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We’re almost at the close of 2011, and it’s been quite a year. If you’re like me, then a good rest over the holidays is badly needed. But what next? 2012 can be a GREAT year for us, when we focus on productivity.
I’ve just read a post on the Harvard Business Review blog, Five Things You Should Stop Doing in 2012, and it shares some great tips on how to sharpen up our productivity.
My two favorites are stop doing work that’s not worth it and stop making things more complicated than they should be.
For most people, their annual performance appraisal is due over the coming weeks (is yours?) This is an ideal time to bring up issues connected to the above points.
Over time, some tasks we’re doing lose their effectiveness, because the world moves on, and technology speeds things up (or makes tasks redundant). Often, though, these tasks aren’t reviewed to ensure that they’re a good use of our time. These things might be stock-checks, or regular meetings… you’ll know what you do that isn’t effective.
Use your performance appraisal as a point to ask “should I REALLY be doing this any longer?”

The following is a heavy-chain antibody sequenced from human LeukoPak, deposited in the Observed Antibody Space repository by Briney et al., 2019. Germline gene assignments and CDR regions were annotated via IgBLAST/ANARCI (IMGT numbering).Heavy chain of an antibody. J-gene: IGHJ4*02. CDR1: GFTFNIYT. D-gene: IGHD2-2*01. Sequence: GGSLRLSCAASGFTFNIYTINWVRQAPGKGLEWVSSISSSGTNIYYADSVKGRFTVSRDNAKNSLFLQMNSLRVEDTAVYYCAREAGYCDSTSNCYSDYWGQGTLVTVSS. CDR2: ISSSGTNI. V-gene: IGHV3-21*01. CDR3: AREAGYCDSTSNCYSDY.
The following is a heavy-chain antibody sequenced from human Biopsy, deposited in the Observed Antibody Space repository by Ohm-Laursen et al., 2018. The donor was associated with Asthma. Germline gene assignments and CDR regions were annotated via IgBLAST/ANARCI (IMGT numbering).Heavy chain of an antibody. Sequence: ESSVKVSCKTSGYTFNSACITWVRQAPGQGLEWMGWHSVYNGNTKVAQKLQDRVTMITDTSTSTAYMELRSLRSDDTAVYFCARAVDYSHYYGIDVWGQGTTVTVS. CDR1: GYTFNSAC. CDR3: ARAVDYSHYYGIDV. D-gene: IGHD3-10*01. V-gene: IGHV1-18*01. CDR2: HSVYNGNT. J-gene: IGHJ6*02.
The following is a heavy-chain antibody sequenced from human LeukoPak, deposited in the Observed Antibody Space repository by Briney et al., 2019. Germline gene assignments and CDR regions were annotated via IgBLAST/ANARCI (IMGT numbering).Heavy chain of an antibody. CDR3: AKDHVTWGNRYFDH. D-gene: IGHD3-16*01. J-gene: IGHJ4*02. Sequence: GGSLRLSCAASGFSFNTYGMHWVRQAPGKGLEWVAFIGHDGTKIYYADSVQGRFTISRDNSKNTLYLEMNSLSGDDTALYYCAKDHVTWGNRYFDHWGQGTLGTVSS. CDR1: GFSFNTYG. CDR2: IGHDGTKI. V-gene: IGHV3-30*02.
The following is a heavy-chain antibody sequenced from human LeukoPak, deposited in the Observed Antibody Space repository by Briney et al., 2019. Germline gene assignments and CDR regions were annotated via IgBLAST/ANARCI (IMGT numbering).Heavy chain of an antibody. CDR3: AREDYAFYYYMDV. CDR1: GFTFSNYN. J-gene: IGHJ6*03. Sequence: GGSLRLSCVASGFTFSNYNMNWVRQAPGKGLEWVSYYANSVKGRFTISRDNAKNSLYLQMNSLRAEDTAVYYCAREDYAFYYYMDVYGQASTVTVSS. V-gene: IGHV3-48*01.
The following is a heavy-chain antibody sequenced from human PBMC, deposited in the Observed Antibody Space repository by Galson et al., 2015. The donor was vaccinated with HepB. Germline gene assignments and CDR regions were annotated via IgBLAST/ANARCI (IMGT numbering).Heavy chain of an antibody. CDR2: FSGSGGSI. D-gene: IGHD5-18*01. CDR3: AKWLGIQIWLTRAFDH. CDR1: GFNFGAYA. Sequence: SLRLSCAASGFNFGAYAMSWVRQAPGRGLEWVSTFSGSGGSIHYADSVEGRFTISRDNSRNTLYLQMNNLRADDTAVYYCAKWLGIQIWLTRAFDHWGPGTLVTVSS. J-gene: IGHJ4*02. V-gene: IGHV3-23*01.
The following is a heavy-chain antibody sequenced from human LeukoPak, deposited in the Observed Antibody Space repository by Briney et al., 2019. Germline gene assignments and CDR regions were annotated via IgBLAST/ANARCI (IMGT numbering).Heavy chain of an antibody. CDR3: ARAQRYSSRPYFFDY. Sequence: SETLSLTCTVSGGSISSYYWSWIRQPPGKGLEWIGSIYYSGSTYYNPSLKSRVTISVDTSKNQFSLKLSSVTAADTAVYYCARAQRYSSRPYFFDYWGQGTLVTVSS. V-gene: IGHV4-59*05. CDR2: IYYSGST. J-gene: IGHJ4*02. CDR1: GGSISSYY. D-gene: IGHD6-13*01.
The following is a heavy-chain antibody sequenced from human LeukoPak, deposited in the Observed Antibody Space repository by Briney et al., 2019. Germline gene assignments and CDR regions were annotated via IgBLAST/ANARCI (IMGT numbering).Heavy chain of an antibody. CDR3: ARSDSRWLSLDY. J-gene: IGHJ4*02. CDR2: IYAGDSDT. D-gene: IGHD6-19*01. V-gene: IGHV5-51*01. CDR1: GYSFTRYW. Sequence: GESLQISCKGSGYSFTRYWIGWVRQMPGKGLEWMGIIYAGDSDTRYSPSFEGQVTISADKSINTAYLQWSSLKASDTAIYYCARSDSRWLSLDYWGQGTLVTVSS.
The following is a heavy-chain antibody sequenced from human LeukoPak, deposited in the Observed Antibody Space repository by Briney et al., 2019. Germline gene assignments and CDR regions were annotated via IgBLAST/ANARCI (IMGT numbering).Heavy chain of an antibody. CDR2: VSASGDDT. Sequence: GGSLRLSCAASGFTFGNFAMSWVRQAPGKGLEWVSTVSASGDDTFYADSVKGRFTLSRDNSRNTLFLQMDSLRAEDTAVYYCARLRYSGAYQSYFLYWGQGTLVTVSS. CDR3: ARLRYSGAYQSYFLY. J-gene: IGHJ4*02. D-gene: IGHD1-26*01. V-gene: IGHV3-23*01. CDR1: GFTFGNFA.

This is a powerful question.
And ally this to the second point. Tasks we regularly perform can become unnecessarily complicated, because the process is inflexible. Such as filling out paperwork that nobody reads, or sending out letters that clog up the mail-room. When a task is ‘new’, our competence in it is low, so check-sums and balances are used to help identify problems. But when we’re adept at a task, we no longer need those checks and balances.
I’m not suggesting that we take additional unnecessary risk; some things HAVE to be done to comply with regulations or policy.
What I am suggesting is you review the effectiveness of every sub-task (like filling out a section on a form) and review whether it really adds to the quality of your product/service, increases profit, or reduced risk.
And it’s OK to challenge policy too, if that policy is ineffective.
This is a powerful challenge.
So use your coming performance appraisal as a way of introducing these questions and challenges. Done objectively, it can be a powerful means of stimulating change, and innovation.